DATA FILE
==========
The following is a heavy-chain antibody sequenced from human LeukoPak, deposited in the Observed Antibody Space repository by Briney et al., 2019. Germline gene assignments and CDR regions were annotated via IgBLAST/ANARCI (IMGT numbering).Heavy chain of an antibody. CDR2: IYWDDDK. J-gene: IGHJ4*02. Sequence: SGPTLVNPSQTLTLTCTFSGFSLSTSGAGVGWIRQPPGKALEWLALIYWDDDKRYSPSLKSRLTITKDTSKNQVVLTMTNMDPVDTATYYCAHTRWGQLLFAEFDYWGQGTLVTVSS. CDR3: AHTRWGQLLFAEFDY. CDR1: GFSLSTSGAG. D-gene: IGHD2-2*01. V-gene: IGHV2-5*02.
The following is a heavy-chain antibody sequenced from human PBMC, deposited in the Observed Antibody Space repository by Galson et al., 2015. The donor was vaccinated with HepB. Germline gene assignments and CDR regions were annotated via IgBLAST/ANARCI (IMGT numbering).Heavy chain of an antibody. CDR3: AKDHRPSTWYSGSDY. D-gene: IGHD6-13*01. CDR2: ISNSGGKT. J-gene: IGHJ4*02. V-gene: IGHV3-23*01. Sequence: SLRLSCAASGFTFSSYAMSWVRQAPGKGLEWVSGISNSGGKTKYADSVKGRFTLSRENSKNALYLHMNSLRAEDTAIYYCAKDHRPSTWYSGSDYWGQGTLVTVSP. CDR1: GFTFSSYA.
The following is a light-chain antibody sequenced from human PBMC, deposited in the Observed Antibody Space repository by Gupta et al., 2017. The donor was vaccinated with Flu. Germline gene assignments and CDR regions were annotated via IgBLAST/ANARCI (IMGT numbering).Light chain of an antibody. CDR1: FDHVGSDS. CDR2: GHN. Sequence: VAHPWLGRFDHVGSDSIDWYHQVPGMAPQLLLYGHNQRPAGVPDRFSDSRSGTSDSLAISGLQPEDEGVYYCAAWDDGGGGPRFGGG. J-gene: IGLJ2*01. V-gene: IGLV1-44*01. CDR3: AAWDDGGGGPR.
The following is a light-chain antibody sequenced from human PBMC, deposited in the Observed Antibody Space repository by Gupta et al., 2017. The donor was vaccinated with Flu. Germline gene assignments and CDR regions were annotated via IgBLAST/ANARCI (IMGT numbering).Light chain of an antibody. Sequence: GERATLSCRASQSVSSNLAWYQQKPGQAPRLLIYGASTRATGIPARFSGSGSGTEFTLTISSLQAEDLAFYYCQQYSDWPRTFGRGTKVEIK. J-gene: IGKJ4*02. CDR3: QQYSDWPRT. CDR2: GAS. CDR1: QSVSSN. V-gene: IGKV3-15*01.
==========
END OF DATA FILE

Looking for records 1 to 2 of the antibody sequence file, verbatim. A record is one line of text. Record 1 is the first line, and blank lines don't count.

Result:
The following is a heavy-chain antibody sequenced from human LeukoPak, deposited in the Observed Antibody Space repository by Briney et al., 2019. Germline gene assignments and CDR regions were annotated via IgBLAST/ANARCI (IMGT numbering).Heavy chain of an antibody. CDR2: IYWDDDK. J-gene: IGHJ4*02. Sequence: SGPTLVNPSQTLTLTCTFSGFSLSTSGAGVGWIRQPPGKALEWLALIYWDDDKRYSPSLKSRLTITKDTSKNQVVLTMTNMDPVDTATYYCAHTRWGQLLFAEFDYWGQGTLVTVSS. CDR3: AHTRWGQLLFAEFDY. CDR1: GFSLSTSGAG. D-gene: IGHD2-2*01. V-gene: IGHV2-5*02.
The following is a heavy-chain antibody sequenced from human PBMC, deposited in the Observed Antibody Space repository by Galson et al., 2015. The donor was vaccinated with HepB. Germline gene assignments and CDR regions were annotated via IgBLAST/ANARCI (IMGT numbering).Heavy chain of an antibody. CDR3: AKDHRPSTWYSGSDY. D-gene: IGHD6-13*01. CDR2: ISNSGGKT. J-gene: IGHJ4*02. V-gene: IGHV3-23*01. Sequence: SLRLSCAASGFTFSSYAMSWVRQAPGKGLEWVSGISNSGGKTKYADSVKGRFTLSRENSKNALYLHMNSLRAEDTAIYYCAKDHRPSTWYSGSDYWGQGTLVTVSP. CDR1: GFTFSSYA.